Trepassey, already dealing with medics strike, could lose its only ambulance in 6 months

The town of Trepassey could lose its only ambulance in the next six months.  (Jeremy Eaton/CBC - image credit)
The town of Trepassey could lose its only ambulance in the next six months. (Jeremy Eaton/CBC - image credit)
Jeremy Eaton/CBC
Jeremy Eaton/CBC

Trepassey Mayor Rita Pennell says she's been told the town's only ambulance will be removed from service in six months.

Pennell said Bob Fewer — owner of seven private ambulance services at the centre of a strike in Newfoundland — informed the town last week that he'd given notice to the provincial government notice to withdraw the ambulance in 180 days.

"He also said it had nothing to do with the strike, but the people of Trepassey are thinking that's a part of it, too," Pennell said Monday.

More than 100 striking ambulance workers will be returning to work after the province passed Bill 24 on Monday night, which makes private ambulances an essential service. That means future disputes will go to the Labour Board, and can be settled through arbitration.

If the Trepassey decision has nothing to do with the strike, Pennell is puzzled by the reasoning.

"He said that he was only averaging about three trips a week and that wasn't enough, really. But I can't see that because since Christmas the ambulance was gone every day, and when the ambulance was gone we were in red alert. So [in] any emergencies we had other ambulances coming in from other places."

Fewer has not responded to calls from CBC News.

No doctor, no ambulance

Pennell said ambulance runs to and from St. John's are four-hour round trips, not including times when emergency rooms are jammed, which can leave ambulances waiting hours to offload patients.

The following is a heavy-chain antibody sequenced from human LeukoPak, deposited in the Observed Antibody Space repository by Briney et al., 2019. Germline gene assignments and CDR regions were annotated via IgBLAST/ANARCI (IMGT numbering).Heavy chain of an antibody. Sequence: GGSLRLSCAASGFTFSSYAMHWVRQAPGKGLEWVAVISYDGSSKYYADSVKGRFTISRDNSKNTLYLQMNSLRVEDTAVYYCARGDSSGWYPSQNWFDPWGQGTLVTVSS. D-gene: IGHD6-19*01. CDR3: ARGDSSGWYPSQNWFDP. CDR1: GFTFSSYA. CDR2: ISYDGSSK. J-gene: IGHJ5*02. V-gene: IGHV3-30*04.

Trepassey's ambulance is also often called to other areas of the Southern Shore.

"They were gone nearly every day, and they were gone for six, seven and eight hours," she said.

"I really think it makes seniors sick, because they're worried and worried, afraid something is going to happen while the ambulance is gone. Plus now, with the strike, it's a great worry when you're older to know you have no service. There's no doctor here. That's another story."

Ryan Cooke/CBC
Ryan Cooke/CBC

A nurse practitioner serves Trepassey two days a week, for four to five hours a day, said Pennell. The wait time is about two weeks, she added.

Hubert Dawe, business agent for Teamsters Local 855 — which represents the striking ambulance workers — told CBC News that Fewer said it's not a profitable service for him. Dawe said all his expenses are covered under the ambulance service agreement.

"He might not be making the hundreds of thousands of dollars that he's making on the other ambulance services, but he's not losing money," Dawe said Monday.

"And I don't know if it's a fear tactic to try to pressure the government to come up with more money to keep that ambulance service down there or what his long-term game plan is, but to tell the people of Trepassey that it's just not profitable for him and that's why he's pulling out is a slap in the face to the whole province in rural Newfoundland and Labrador."

During an emergency sitting of the House of Assembly on Monday, Ferryland MHA Loyola O'Driscoll pushed Health Minister Tom Osborne on Trepassey's ambulance concerns.

O'Driscoll said he has presented numerous petitions, signed by residents of Trepassey, to the provincial government about the lack of ambulances in the past.

He asked Osborne how services will improve for Trepassey if legislation to end the private ambulance strike passed on Monday.

Osborne said the Health Department and regional health authority are looking at the issue "very closely."

"That is something that is actively being worked on in the midst of the labour situation that is currently unfolding."

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